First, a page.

Reader question: I was recently granted French nationality as I applied partly with a view to protecting my rights after Brexit, meaning I am now a dual British-French national. I live in France. Can I still opt for British law via the EU inheritance regulation or will France insist that French law must apply to my estate now?
Your question relates to the EU inheritance regulation in force since 2015, which allows foreign residents of France to elect the law of their nationality to apply to their whole estate after they die, as opposed to French laws including reserved portions for children.
Prior to the EU regulation coming into force in 2015 there were concerns about this as in most situations where nationality is concerned France sees a person with dual French and another nationality as simply being French.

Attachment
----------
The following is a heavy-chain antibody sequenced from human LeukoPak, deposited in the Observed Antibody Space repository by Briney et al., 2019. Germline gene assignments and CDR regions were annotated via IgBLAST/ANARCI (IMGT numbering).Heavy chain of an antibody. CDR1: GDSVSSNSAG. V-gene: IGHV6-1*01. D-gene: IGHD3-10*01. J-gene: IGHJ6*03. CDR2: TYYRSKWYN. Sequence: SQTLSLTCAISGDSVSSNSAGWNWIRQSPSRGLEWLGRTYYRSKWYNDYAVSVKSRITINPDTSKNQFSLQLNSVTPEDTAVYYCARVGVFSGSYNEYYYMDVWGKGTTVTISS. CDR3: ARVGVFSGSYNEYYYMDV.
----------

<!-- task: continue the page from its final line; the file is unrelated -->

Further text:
However this concern proved to be unfounded.
In fact this situation is specifically provided for by article 22 of the regulation, which states: “A person possessing multiple nationalities may choose the law of any of the states whose nationality he / she possesses at the time of making the choice or at the time of death”.
This rule has been respected in France and so in the vast majority of cases there should be no problem with this.
Lawyers have stated that it could only be subject to a (theoretical) legal challenge (eg. by one of your children who did not receive the share provided for in French law) in exceptional circumstances and we are not aware of any cases where this has occurred.
Note, though, that since 2021 there is another point in that a (still relatively new) French law now seeks to offer children compensation if they believe they have lost out due to a parent opting for a legal system that does not include any forced heirship rules, such as UK or American inheritance laws.
In theory, notaires should offer them the chance to apply for financial compensation out of the value of the part of the estate located in France, though the children do not have to take this up.
Several complaints have now been made to the European Commission to the effect that this is contradictory to the aims of the EU regulation.
How to get round the French inheritance law on reserved heirs
How do I leave money to charity in France?